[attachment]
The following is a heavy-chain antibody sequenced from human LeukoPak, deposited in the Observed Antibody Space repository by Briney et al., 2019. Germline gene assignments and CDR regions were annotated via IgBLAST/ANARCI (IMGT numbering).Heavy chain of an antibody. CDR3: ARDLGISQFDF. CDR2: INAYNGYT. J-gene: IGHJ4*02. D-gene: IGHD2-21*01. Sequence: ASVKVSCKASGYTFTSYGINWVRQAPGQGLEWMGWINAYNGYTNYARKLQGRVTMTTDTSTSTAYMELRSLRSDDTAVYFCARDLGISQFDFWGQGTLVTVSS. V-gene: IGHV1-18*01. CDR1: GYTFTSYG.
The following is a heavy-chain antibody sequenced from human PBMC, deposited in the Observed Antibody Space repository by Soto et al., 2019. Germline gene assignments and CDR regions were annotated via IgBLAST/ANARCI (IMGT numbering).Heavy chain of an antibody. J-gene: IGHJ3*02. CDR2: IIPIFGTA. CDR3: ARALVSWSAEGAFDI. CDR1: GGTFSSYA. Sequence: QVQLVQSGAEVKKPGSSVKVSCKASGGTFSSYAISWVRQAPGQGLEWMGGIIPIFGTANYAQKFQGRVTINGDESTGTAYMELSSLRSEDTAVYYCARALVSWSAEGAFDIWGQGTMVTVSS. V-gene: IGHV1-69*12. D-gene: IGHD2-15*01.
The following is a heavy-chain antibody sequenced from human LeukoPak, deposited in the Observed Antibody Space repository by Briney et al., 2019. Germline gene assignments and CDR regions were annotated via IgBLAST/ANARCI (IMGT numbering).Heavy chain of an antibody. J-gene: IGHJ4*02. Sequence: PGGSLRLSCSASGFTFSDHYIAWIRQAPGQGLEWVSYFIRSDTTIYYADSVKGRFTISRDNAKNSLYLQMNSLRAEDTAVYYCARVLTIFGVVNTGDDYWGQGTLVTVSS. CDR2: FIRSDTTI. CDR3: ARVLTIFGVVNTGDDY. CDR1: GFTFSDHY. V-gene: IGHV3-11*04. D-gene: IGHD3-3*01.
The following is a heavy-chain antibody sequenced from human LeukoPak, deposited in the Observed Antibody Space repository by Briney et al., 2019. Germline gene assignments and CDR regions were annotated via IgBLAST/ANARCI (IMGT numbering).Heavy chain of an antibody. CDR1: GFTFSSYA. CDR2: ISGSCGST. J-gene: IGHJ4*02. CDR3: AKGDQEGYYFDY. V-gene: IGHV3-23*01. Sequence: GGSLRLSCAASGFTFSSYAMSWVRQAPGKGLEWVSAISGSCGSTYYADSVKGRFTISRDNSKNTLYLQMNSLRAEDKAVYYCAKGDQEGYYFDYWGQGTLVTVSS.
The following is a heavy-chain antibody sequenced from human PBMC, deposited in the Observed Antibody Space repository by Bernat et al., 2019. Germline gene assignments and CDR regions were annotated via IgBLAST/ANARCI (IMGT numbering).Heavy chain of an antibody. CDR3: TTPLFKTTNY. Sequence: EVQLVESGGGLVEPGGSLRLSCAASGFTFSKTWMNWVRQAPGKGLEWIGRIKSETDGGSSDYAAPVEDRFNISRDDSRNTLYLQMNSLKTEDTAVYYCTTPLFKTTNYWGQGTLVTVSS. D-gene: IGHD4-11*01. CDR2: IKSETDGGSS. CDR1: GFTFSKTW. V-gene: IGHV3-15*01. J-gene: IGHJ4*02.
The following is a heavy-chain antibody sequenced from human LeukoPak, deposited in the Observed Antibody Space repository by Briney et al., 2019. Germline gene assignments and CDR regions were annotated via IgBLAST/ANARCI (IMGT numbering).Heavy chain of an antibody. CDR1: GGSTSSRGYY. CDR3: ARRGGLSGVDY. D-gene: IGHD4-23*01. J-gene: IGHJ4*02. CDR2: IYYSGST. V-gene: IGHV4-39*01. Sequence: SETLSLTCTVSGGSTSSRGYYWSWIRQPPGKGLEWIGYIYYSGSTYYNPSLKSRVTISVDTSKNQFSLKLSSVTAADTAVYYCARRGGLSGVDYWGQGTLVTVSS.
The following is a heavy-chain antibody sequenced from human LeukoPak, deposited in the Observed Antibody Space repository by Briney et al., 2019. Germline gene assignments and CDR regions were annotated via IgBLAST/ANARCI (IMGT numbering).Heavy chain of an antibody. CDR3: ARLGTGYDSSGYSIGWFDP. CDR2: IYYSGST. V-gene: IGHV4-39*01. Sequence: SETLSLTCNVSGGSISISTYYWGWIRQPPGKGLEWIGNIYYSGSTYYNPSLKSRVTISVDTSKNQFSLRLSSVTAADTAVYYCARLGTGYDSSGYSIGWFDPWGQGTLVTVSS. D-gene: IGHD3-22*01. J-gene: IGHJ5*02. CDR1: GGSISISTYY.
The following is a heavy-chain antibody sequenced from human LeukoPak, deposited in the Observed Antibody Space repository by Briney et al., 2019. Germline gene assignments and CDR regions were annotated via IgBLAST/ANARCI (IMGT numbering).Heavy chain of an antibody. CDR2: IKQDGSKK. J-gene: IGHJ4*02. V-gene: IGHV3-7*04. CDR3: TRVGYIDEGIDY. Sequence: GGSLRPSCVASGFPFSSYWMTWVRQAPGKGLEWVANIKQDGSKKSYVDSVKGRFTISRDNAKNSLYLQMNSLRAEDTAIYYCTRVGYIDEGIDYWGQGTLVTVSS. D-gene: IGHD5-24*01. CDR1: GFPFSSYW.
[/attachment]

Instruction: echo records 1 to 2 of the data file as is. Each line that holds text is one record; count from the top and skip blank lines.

The following is a heavy-chain antibody sequenced from human LeukoPak, deposited in the Observed Antibody Space repository by Briney et al., 2019. Germline gene assignments and CDR regions were annotated via IgBLAST/ANARCI (IMGT numbering).Heavy chain of an antibody. CDR3: ARDLGISQFDF. CDR2: INAYNGYT. J-gene: IGHJ4*02. D-gene: IGHD2-21*01. Sequence: ASVKVSCKASGYTFTSYGINWVRQAPGQGLEWMGWINAYNGYTNYARKLQGRVTMTTDTSTSTAYMELRSLRSDDTAVYFCARDLGISQFDFWGQGTLVTVSS. V-gene: IGHV1-18*01. CDR1: GYTFTSYG.
The following is a heavy-chain antibody sequenced from human PBMC, deposited in the Observed Antibody Space repository by Soto et al., 2019. Germline gene assignments and CDR regions were annotated via IgBLAST/ANARCI (IMGT numbering).Heavy chain of an antibody. J-gene: IGHJ3*02. CDR2: IIPIFGTA. CDR3: ARALVSWSAEGAFDI. CDR1: GGTFSSYA. Sequence: QVQLVQSGAEVKKPGSSVKVSCKASGGTFSSYAISWVRQAPGQGLEWMGGIIPIFGTANYAQKFQGRVTINGDESTGTAYMELSSLRSEDTAVYYCARALVSWSAEGAFDIWGQGTMVTVSS. V-gene: IGHV1-69*12. D-gene: IGHD2-15*01.